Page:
When Are Macros Useful?
Macros are valuable for any situation in which you repeat the same group of steps in sequence. Obviously, the more operations you can cram into a single macro, the faster your document building will go. But you can achieve a remarkable time savings by combining short sequences of instructions whenever these are employed frequently. Here are a few of the kind of operations that are simpler with a macro:
Inserting company, departmental, or product names multiple times in a document
Inserting terms that are foreign, long, or difficult to spell but are used frequently
Inserting date and time
Replacing a company or departmental name when it changes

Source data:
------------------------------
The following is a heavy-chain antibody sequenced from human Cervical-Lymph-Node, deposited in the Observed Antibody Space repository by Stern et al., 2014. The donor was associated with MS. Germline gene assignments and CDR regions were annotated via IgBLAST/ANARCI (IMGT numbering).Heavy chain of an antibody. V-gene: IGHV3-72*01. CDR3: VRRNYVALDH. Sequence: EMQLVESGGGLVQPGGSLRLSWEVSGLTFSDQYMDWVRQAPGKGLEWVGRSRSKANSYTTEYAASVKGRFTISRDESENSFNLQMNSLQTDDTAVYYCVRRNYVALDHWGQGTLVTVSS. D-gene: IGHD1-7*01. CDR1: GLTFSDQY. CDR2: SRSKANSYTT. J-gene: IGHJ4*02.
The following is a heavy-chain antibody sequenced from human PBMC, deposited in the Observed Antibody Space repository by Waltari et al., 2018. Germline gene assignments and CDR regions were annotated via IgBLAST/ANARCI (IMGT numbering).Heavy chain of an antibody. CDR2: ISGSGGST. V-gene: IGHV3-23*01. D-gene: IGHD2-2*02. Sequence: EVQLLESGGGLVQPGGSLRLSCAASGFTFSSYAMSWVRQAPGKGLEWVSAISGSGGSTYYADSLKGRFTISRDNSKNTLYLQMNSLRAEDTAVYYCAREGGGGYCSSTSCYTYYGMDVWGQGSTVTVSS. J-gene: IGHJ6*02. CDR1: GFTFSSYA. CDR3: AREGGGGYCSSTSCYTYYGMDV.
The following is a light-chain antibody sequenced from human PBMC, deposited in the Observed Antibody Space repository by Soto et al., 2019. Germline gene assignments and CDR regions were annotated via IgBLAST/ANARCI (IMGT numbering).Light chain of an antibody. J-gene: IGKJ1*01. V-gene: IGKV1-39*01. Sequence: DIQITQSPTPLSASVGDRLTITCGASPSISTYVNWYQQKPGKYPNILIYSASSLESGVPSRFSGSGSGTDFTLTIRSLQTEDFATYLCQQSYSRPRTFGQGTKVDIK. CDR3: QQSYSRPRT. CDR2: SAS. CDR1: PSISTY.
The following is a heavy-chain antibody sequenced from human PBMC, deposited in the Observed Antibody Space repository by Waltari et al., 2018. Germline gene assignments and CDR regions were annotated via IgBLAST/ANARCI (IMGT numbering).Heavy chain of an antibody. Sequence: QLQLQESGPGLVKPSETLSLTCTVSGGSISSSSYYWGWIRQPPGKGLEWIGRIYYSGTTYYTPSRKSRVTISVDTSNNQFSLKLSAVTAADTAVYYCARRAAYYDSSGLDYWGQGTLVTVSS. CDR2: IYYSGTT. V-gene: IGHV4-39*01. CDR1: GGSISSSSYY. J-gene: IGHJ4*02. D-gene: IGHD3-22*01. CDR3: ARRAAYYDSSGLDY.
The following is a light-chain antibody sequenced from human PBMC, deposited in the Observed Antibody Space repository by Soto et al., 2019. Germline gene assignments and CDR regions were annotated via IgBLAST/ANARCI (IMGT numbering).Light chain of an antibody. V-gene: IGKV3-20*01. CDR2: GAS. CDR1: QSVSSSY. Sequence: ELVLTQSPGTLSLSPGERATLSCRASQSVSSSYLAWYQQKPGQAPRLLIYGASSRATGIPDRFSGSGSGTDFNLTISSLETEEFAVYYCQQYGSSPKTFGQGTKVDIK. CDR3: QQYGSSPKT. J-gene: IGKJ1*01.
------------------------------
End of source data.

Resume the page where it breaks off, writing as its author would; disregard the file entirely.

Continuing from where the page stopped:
Resizing and positioning graphics for uniform presentation
Inserting paragraphs of legal boilerplate
Inserting name and title at the ends of documents
The character of your documents will determine the kinds of macros you need. A keyboard shortcut to resize graphics is especially useful if you're developing a catalog, for example, while one that inserts an impossible-to-spell term can save you a good deal of grief in a medical text or legal brief. I dare say dozens of uses I've never thought of are already running through your mind, so let's move on to the instructions for creating one of these timesavers.
The instructions in this article work in Word 2003; other versions of Word may require different steps.